National Geographic : 2013 Dec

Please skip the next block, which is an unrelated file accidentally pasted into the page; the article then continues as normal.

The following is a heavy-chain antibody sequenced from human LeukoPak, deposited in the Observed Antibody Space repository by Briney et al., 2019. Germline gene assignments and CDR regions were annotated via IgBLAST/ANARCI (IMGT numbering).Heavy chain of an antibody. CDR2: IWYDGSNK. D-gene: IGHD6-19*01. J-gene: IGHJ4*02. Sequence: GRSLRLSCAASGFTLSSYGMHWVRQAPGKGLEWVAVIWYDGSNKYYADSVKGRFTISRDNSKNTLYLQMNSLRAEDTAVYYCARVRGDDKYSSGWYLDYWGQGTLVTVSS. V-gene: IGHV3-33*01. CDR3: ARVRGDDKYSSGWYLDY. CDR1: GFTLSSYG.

136 national geographic • december 2013 both fire and herbicides, and yellow toadflax, which exudes a skin-burning chemical (a Homo sapien-icide) to fight off human pickers like me. The names we give these creatures are a testa- ment to humanity’s disgust: pigweed, dogbane, horseweed, sow thistle, stink grass, ragwort, poverty sumpweed. Programmed by evolution to eke out a living in the harshest regions of the planet, they find life anywhere else like retiring to Florida. Salsola, I would discover, is their Genghis Khan. An invader from the Eurasian steppes east of the Ural Mountains, Russian thistle has shown an appalling ability to thrive in its adopted land. Every winter the plants die, and the stems become brittle, breaking with a gust of wind. Then they go rolling and roll- ing, merging into masses of ugly, brown thorn clouds that can bury a house or feed the fury of range fires. Good for almost nothing, the biggest plants—they get as large as Volkswagen bugs—can scatter as many as 250,000 seeds along a path extending for miles. The seeds By George Johnson Photographs by Diane Cook and Len Jenshel T he trouble begins around sundown, when a couple of city slickers out for a drive in the desert become stranded along a lonely canyon road. It’s silent and windless. Yet one by one, like wolves in the night, tumbleweeds start gathering around them. “They’re following us,” the heroine cries. When her husband tries to intervene, one of the tumbleweeds leaps at his eyes. “It was just like an octopus!” he shouts, af- ter tearing it from his face. “There was living strength in it!...Where did all that energy come from? How can you animate a dead weed?” There were scarier moments in The Outer Limits, the old black-and-white science fiction series. But this episode, “Cry of Silence,” holds a special horror for me. My own encounter with these monsters be- gan one autumn when my wife and I decided to buy some land—a couple of acres for horses on the outskirts of Santa Fe. We had noticed a few brittle tumbleweed skeletons lying around. But that was to be expected. Salsola tragus, a s i t ’s properly called, or Russian thistle, has become ubiquitous in the West. A few months later, after purchasing the property, we found more: piles of tumbleweeds that had accumulated against a stand of piñon and juniper trees during the March winds. I tried not to worry. I had fought weeds of all kinds at our house in town, including the occa- sional tumbleweed. There was also kochia and flixweed, a wild mustard that seemed to resist Science writer George Johnson has lived in Santa Fe for 19 years. Diane Cook and Len Jenshel shot gardens at night for the March 2013 issue.